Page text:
• Don’t make it easy. It’s hard for the hero to overcome her flaw and likewise, it should be hard for a villain to overcome his. A quick way to make it harder for the villain to redeem himself is to catch him between two of his values. For example, while this character isn’t a villain, it still illustrates the point: Ned Stark in Game of Thrones values loyalty and wisdom – his wisdom tells him if he helps his King it will inevitably lead to his death, and yet, his loyalty forces him to help the King anyway.
  • Don’t let them go soft. Villains are villains for a reason. Keep them authentic by retaining some of their sharper personality edges. Just because their actions are good doesn’t mean the whole of them will be.

Redemption arcs create killer twists because a villain doing a 180 is unexpected. But there’s lots of pitfalls you can fall prey to. Make the change of heart genuine by giving your villain a solid motive, let the change grow with the story, and remember that foreshadowing is key to bringing your reader along with you.

Sacha Black is the author of the #1 bestseller for writers, 13 Steps To Evil – How To Craft A Superbad Villain. Her blog for writers,, is home to regular writing, marketing and publishing advice sprinkled with dark humour and the occasional bad word. In addition to craft books, she writes YA fantasy, and her first series, Keepers, is due out in November 2017.

Facebook | Twitter | Pinterest | Instagram |  Goodreads.


About Writing Coach

To find out more about this amazing Resident Writing Coach, visit our RWC page.
This entry was posted in Character Wound, Characters, Resident Writing Coach, Uncategorized, Villains. Bookmark the permalink.

23 Responses to Create Killer Twists: Learn How to Redeem Your Villain

  1. Pingback: Top Picks Thursday! For Writers & Readers 10-11-2018 | The Author Chronicles

  2. Natalie Shannon says:

    I have read everything Stephen King has ever wrote and I love the Dark Tower Series. I read all the books and also the Graphic Novel series that talks a lot about Roland’s early life. Those graphic novels/comic series helped me gain insight to Roland’s character and the relationship he had with all of his friends. It also talks a lot about Walter “The Man In Black” In all my reading I found that Walter is just a puppet for the Crimson King. Walter does whatever the Crimson King tells him.

    I thought the movie was just okay. I feel that the movie studios did not give enough time, money and effort to the film. You know the old saying “Don’t judge a book by it’s movie.”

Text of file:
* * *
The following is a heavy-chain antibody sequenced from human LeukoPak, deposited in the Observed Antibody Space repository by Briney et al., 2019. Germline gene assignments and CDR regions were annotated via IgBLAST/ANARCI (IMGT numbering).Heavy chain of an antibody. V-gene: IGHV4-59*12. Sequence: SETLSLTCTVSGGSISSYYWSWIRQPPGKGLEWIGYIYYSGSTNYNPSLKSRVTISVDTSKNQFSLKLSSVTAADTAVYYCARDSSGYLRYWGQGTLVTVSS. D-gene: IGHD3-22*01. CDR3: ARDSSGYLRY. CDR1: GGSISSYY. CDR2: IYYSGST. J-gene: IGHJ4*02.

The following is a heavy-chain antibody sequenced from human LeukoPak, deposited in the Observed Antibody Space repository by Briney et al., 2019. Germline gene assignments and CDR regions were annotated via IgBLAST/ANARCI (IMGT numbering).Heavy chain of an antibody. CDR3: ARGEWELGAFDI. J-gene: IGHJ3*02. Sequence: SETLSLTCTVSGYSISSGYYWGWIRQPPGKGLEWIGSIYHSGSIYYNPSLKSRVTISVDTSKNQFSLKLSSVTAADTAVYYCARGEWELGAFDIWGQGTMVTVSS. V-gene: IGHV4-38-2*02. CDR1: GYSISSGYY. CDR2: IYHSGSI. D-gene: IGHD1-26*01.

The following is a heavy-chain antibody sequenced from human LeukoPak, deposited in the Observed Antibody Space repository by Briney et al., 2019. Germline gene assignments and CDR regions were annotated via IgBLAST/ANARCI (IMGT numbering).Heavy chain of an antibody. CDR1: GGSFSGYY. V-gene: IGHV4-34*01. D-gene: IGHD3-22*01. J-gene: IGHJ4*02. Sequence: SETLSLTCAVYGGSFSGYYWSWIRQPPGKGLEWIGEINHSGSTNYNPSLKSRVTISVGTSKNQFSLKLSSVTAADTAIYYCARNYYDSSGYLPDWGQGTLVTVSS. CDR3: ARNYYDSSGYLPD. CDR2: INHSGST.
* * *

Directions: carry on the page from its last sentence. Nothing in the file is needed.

• Sacha Black says:

      Thanks for the info, I had a feeling someone would be able to give me more insight into The Man in Black, the movie definitely doesn’t do the character justice. Haha I totally agree – you really can’t judge a book by its movie, thanks for reading 🙂

  3. Kessie says:

    It’s kind of like Zuko in Avatar: The Last Airbender. For the first season or two, he’s one of the main antagonists, chasing the heroes from town to town, burning everything behind them. But he’s accompanied by his somewhat silly uncle, who goes from bumbling sidekick to moral paragon as you realize he’s only there to try to redeem Zuko from his revenge quest. And Zuko only wants to kill the Avatar because his father cast him out in disgrace, because Zuko had an iota of morality at one time. You’re rooting for him to turn good and join the heroes from early on, and the pressure on Zuko to join the heroes only increases after he’s apparently accomplished his goal. Such a great character arc. Of course, he’s only one of several villains, namely his Queen-B sister and his father who basically wants to burn the world.

  4. I’m reading 13 steps to Evil now! It’s very helpful!

    • sacha black says:

      Hi Traci, ohhhh thank you so much, I really appreciate that. I’m really glad to hear you’re finding it helpful 😀 😀

  5. This post was really helpful.
    Thank you, Sasha. Now I must find a copy of 13 Steps to Evil.

  6. Talia says:

    Ooh, I love this!! I don’t tend to redeem my villains very often, but one time I did. It wasn’t the actual villain, just one of his henchmen (but in this particular story, he was the main antagonist), and over the course of the story he realized what was really going on was that the true villain was using him and didn’t care about him at all. I mean, it’s kind of cliche, but it was my first novel, so… xD Thanks for posting!!

    • Sacha Black says: